Last month, the season preview piece for Jeff Niemann showed how the Rays moved Niemann from the extreme first base side of the rubber and more toward third base near the midway point of last season. The move helped him locate his pitches in more favorable parts of the strikezone and helped him generate groundballs at rates he had not seen during his professional career.
Rodney's signing was one that caused many people to react by scratching their heads, laughing, or state that this would be yet another example of the Rays taking someone's trash and turning it into their own treasure. The most even-handed take on the signing came from The Score's Matt Klaassen who had this to say:
But what about that Fernando Rodney signing? Honestly, I have no idea. I’m not a scout (and I’m guessing you aren’t, either), and scouting reports are, of course, essential to any player evaluation. That said, just looking at the numbers, I do not see what the Rays see in him. Sure, it’s just a small one-year deal, but what attracted the Rays to Rodney?
He has not had a seasonal FIP under four since 2007, which is pretty bad for a reliever. It is not as if he has shown the skill to outperform his FIP, either. So then I looked to see if he might have a big split, which can make a reliever useful (and Joe Maddon pays attention to that sort of thing). Nope, he is not that great against righties. Perhaps all those change-ups mean he is a reverse split guy? Well… No. This is a case where not having a big platoon split makes a guy less valuable.
Yet, if you are going to give one team the "benefit of the doubt," it would be the Rays. That is not to say that I think Rodney is a good reliever just because the Rays signed him. I do not. However, I am curious to see what happens. And that is because, as we say, the Rays have "earned" the benefit of the doubt.
J.P. Howell, Joaquin Benoit, Juan Cruz, Grant Balfour, and Randy Choate are several examples of how the Rays should have the benefit of the doubt when signing relievers, but Rodney presents of the the bigger challenges of bullpen restorations. Rodney was coming off a season in which he walked more than he struck out and he had not seen a walk rate lower than 4.6 since the 2006 season. At the time of the signing, GM Andrew Friedman said Rodney's stuff was "top notch," and Tommy Rancel did a fine job showing the silver lining of the signing in a piece in early January.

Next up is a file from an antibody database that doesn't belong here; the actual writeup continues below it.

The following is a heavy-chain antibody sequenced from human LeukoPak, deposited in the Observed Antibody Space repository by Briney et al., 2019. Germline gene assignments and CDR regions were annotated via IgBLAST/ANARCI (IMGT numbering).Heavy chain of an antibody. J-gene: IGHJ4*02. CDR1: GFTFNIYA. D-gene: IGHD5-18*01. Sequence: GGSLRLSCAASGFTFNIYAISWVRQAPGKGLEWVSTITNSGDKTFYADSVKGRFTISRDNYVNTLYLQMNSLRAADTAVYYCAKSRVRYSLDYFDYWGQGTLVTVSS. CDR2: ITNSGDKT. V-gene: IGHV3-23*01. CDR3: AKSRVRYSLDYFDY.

What we do know is that information is king. From statistics to scouting, the Rays crave knowledge. With that in mind, one would think pitching coach Jim Hickey's track record of harnessing wild arms like Grant Balfour, Joaquin Benoit factored into the decision. There’s also a chance that an in-house analysis like Josh Kalk found a mechanical flaw they feel can be fixed. More likely, it was a mix of ideas and information that went into the decision. And while most players do not undergo sweeping changes at age 35, relief pitcher is probably the easiest position to make a transformation.
That process appears to have been happening right under our nose as R.J's photo on Twitter last evening points out.
The photo on the left is from last season while the photo on the right is from the homestand against the Yankees. The data at BrooksBaseball validates the photo as well:
The overhead views of Rodney's pitches help show why a slide on the rubber would be beneficial to his efforts:
Shifting him toward the extreme first base side of the rubber would seemingly allow him to work the outer half of the plate more effectively and let the run on his fastball start over the plate and run away from it as it did against Raul Ibanez this weekend rather than start on the outer half and then run out of the zone as this type of pitch would have last year:
The early returns are promising on Rodney's fastball outcomes. For his career, he has had a 18.9% Whiff/Swing rate on the pitch but that number currently sits at 25% for this season and the ones that have been put into play have all been ground balls.